“We ask for a simple right, No taxation without representation. We believe that women who have the same qualifications as men have the same right to vote for all municipal or parliamentary elections.”
[ Excerpt from The Globe, March 7th 1883 “Meeting of the Toronto Women’s Literacy and Social Progress Club”]
Over the years voting regulations have changed to allow more and more people to cast ballots in Toronto. Other changes have reduced the ability of citizens to directly vote for By-Laws and other citywide decisions. As municipal ballots began to include fewer and fewer issues for referendum, other forms of civic engagement emerged. Today, citizen input is limited to participation at public community meetings, deputations at City Hall, calling a local Councilor, and public protest.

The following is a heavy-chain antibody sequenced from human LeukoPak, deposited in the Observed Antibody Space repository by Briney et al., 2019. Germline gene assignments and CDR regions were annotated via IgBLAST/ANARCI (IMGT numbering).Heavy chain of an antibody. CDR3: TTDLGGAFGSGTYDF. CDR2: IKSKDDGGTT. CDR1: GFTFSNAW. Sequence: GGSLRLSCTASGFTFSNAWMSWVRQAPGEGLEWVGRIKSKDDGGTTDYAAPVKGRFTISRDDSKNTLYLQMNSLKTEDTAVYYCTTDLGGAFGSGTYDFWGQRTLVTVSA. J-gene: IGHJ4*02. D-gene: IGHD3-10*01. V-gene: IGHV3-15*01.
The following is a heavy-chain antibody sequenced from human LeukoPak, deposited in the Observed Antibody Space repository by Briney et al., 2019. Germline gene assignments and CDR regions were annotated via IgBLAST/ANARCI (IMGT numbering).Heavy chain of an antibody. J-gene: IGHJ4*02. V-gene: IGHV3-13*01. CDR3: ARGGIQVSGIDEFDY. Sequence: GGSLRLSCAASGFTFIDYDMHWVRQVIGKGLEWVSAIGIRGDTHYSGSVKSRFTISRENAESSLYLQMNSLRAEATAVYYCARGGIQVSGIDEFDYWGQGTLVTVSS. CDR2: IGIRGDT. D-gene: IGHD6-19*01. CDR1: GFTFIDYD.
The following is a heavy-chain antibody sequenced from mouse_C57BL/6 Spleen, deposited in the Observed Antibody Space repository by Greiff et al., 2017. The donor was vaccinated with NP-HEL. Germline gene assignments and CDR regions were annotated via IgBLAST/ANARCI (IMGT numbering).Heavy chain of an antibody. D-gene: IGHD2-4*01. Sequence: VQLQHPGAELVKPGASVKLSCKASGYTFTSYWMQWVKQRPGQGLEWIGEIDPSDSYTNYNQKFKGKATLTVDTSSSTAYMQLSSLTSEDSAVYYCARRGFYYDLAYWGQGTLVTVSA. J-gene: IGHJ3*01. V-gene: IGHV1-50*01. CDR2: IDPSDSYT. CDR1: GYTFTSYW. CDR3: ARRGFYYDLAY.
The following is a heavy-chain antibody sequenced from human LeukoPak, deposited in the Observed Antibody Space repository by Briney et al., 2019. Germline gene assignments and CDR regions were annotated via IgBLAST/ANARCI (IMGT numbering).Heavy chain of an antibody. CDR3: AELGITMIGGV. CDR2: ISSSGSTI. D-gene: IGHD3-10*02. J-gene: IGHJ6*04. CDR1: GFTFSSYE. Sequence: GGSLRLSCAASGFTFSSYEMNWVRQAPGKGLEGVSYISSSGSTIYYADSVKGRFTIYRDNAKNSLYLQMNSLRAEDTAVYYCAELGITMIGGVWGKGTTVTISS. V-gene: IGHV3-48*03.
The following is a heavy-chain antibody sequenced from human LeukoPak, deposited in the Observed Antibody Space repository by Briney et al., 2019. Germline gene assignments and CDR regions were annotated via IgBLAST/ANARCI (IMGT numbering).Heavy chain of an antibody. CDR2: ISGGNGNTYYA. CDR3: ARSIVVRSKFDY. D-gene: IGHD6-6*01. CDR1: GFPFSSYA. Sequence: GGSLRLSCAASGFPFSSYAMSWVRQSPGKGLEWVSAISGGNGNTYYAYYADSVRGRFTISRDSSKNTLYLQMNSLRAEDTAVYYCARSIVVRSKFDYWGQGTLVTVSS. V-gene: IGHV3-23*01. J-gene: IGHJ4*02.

The last citywide referendum (issue directly voted on by ballot) was held in 1997 on the issue of Toronto’s amalgamation. In 1997, the Legislative Assembly of Ontario enacted a law to amalgamate the Metro Toronto government and the six municipalities within the Metro Toronto boundaries into an enlarged City of Toronto. A referendum in the six constituent municipalities showed residents opposed the merger by more than 3:1. However, municipal governments in Canada are creatures of the provincial governments. The governing Progressive Conservatives could thus move forward with the merger notwithstanding the referendum. The act took effect on 1998 January 1. (Source: Wikipedia)
Recent civic engagement concerning the fate of the Toronto Public Library system came in the form of 24 hours of deputations to Mayor Rob Ford in July of 2011.